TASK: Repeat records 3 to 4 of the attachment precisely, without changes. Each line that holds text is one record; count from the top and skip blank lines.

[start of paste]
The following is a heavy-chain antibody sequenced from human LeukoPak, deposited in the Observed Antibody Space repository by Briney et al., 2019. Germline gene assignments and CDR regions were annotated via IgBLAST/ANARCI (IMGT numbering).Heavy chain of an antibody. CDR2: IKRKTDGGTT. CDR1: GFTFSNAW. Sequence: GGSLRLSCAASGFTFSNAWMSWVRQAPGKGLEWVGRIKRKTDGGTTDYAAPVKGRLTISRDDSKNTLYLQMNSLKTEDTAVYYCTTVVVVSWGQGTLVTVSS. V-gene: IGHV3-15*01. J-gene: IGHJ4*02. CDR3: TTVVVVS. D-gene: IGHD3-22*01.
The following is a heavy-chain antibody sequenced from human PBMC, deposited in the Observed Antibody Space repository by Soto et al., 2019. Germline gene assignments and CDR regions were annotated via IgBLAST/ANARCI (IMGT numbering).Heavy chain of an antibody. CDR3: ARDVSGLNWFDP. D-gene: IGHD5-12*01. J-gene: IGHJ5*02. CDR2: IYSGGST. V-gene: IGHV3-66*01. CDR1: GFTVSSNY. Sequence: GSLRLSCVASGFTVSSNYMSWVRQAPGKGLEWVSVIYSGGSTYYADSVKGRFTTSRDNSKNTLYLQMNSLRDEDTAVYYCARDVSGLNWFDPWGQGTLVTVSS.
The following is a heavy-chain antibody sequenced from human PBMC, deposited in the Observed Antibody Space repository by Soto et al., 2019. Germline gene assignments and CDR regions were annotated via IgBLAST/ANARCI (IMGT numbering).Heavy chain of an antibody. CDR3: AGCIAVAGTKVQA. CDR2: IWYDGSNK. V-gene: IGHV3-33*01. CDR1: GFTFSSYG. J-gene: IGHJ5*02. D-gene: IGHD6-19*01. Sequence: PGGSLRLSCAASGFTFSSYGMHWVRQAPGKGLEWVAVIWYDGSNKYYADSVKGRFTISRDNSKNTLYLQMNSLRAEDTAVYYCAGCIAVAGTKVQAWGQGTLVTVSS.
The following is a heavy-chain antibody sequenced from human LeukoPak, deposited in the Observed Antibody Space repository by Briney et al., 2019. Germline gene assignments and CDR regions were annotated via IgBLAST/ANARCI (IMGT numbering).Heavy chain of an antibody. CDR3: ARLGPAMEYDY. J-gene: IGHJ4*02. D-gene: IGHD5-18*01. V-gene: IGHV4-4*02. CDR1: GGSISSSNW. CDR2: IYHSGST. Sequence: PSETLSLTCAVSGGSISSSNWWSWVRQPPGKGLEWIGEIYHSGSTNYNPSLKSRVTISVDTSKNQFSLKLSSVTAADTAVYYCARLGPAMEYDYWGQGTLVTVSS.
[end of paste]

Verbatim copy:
The following is a heavy-chain antibody sequenced from human PBMC, deposited in the Observed Antibody Space repository by Soto et al., 2019. Germline gene assignments and CDR regions were annotated via IgBLAST/ANARCI (IMGT numbering).Heavy chain of an antibody. CDR3: AGCIAVAGTKVQA. CDR2: IWYDGSNK. V-gene: IGHV3-33*01. CDR1: GFTFSSYG. J-gene: IGHJ5*02. D-gene: IGHD6-19*01. Sequence: PGGSLRLSCAASGFTFSSYGMHWVRQAPGKGLEWVAVIWYDGSNKYYADSVKGRFTISRDNSKNTLYLQMNSLRAEDTAVYYCAGCIAVAGTKVQAWGQGTLVTVSS.
The following is a heavy-chain antibody sequenced from human LeukoPak, deposited in the Observed Antibody Space repository by Briney et al., 2019. Germline gene assignments and CDR regions were annotated via IgBLAST/ANARCI (IMGT numbering).Heavy chain of an antibody. CDR3: ARLGPAMEYDY. J-gene: IGHJ4*02. D-gene: IGHD5-18*01. V-gene: IGHV4-4*02. CDR1: GGSISSSNW. CDR2: IYHSGST. Sequence: PSETLSLTCAVSGGSISSSNWWSWVRQPPGKGLEWIGEIYHSGSTNYNPSLKSRVTISVDTSKNQFSLKLSSVTAADTAVYYCARLGPAMEYDYWGQGTLVTVSS.